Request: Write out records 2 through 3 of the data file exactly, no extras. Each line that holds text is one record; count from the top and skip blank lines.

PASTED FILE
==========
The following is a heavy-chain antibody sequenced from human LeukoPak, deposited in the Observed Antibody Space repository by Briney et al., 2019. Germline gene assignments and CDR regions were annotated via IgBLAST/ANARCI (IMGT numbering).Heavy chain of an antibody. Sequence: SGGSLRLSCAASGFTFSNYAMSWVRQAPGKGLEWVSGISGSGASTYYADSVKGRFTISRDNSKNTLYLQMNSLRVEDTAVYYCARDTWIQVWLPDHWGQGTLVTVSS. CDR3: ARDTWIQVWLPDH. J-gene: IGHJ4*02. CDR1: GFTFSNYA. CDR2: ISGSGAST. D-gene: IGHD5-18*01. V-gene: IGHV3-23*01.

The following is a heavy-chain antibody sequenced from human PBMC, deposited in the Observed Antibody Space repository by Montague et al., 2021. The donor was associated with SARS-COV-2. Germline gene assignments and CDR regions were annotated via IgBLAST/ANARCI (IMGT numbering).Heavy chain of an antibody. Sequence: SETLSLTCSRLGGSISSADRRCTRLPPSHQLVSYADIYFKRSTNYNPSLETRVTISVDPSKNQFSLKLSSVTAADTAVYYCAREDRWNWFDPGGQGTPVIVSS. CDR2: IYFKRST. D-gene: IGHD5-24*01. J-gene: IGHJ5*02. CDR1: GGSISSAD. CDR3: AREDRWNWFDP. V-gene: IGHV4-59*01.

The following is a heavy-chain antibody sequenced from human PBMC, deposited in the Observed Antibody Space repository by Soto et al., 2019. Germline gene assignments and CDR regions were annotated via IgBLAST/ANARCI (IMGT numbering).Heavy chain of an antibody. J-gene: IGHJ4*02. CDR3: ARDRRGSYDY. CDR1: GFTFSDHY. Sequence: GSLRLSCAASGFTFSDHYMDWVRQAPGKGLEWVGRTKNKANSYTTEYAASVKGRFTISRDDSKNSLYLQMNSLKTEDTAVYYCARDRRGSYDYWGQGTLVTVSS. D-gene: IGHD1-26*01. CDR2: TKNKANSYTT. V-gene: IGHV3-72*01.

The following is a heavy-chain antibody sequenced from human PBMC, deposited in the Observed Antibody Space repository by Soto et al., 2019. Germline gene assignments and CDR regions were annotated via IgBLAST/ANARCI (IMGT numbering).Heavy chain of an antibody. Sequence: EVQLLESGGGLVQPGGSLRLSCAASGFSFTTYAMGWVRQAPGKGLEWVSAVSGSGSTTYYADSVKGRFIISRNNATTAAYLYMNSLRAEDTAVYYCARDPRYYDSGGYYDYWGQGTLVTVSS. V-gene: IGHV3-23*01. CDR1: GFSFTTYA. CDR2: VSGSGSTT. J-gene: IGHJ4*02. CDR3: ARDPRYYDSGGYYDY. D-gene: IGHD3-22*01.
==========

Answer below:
The following is a heavy-chain antibody sequenced from human PBMC, deposited in the Observed Antibody Space repository by Montague et al., 2021. The donor was associated with SARS-COV-2. Germline gene assignments and CDR regions were annotated via IgBLAST/ANARCI (IMGT numbering).Heavy chain of an antibody. Sequence: SETLSLTCSRLGGSISSADRRCTRLPPSHQLVSYADIYFKRSTNYNPSLETRVTISVDPSKNQFSLKLSSVTAADTAVYYCAREDRWNWFDPGGQGTPVIVSS. CDR2: IYFKRST. D-gene: IGHD5-24*01. J-gene: IGHJ5*02. CDR1: GGSISSAD. CDR3: AREDRWNWFDP. V-gene: IGHV4-59*01.

The following is a heavy-chain antibody sequenced from human PBMC, deposited in the Observed Antibody Space repository by Soto et al., 2019. Germline gene assignments and CDR regions were annotated via IgBLAST/ANARCI (IMGT numbering).Heavy chain of an antibody. J-gene: IGHJ4*02. CDR3: ARDRRGSYDY. CDR1: GFTFSDHY. Sequence: GSLRLSCAASGFTFSDHYMDWVRQAPGKGLEWVGRTKNKANSYTTEYAASVKGRFTISRDDSKNSLYLQMNSLKTEDTAVYYCARDRRGSYDYWGQGTLVTVSS. D-gene: IGHD1-26*01. CDR2: TKNKANSYTT. V-gene: IGHV3-72*01.